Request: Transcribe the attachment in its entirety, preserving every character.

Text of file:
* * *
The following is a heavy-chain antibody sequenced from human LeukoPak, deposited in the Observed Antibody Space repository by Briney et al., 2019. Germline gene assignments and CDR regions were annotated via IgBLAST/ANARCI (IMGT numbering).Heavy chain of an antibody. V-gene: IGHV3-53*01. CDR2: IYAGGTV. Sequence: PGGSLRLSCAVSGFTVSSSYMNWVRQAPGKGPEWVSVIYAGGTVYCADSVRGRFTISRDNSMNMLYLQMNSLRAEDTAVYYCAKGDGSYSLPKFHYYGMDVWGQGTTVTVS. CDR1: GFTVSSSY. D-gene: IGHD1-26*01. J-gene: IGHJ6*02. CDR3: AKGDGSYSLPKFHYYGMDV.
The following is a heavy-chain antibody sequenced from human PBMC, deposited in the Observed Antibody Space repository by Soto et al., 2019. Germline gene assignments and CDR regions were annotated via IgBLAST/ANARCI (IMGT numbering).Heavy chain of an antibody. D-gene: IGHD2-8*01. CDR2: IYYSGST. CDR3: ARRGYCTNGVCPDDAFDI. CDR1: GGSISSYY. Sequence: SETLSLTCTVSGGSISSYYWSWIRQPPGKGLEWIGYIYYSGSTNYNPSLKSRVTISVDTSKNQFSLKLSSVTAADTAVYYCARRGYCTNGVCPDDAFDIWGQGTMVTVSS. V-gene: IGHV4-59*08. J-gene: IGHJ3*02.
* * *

The following is a heavy-chain antibody sequenced from human LeukoPak, deposited in the Observed Antibody Space repository by Briney et al., 2019. Germline gene assignments and CDR regions were annotated via IgBLAST/ANARCI (IMGT numbering).Heavy chain of an antibody. V-gene: IGHV3-53*01. CDR2: IYAGGTV. Sequence: PGGSLRLSCAVSGFTVSSSYMNWVRQAPGKGPEWVSVIYAGGTVYCADSVRGRFTISRDNSMNMLYLQMNSLRAEDTAVYYCAKGDGSYSLPKFHYYGMDVWGQGTTVTVS. CDR1: GFTVSSSY. D-gene: IGHD1-26*01. J-gene: IGHJ6*02. CDR3: AKGDGSYSLPKFHYYGMDV.
The following is a heavy-chain antibody sequenced from human PBMC, deposited in the Observed Antibody Space repository by Soto et al., 2019. Germline gene assignments and CDR regions were annotated via IgBLAST/ANARCI (IMGT numbering).Heavy chain of an antibody. D-gene: IGHD2-8*01. CDR2: IYYSGST. CDR3: ARRGYCTNGVCPDDAFDI. CDR1: GGSISSYY. Sequence: SETLSLTCTVSGGSISSYYWSWIRQPPGKGLEWIGYIYYSGSTNYNPSLKSRVTISVDTSKNQFSLKLSSVTAADTAVYYCARRGYCTNGVCPDDAFDIWGQGTMVTVSS. V-gene: IGHV4-59*08. J-gene: IGHJ3*02.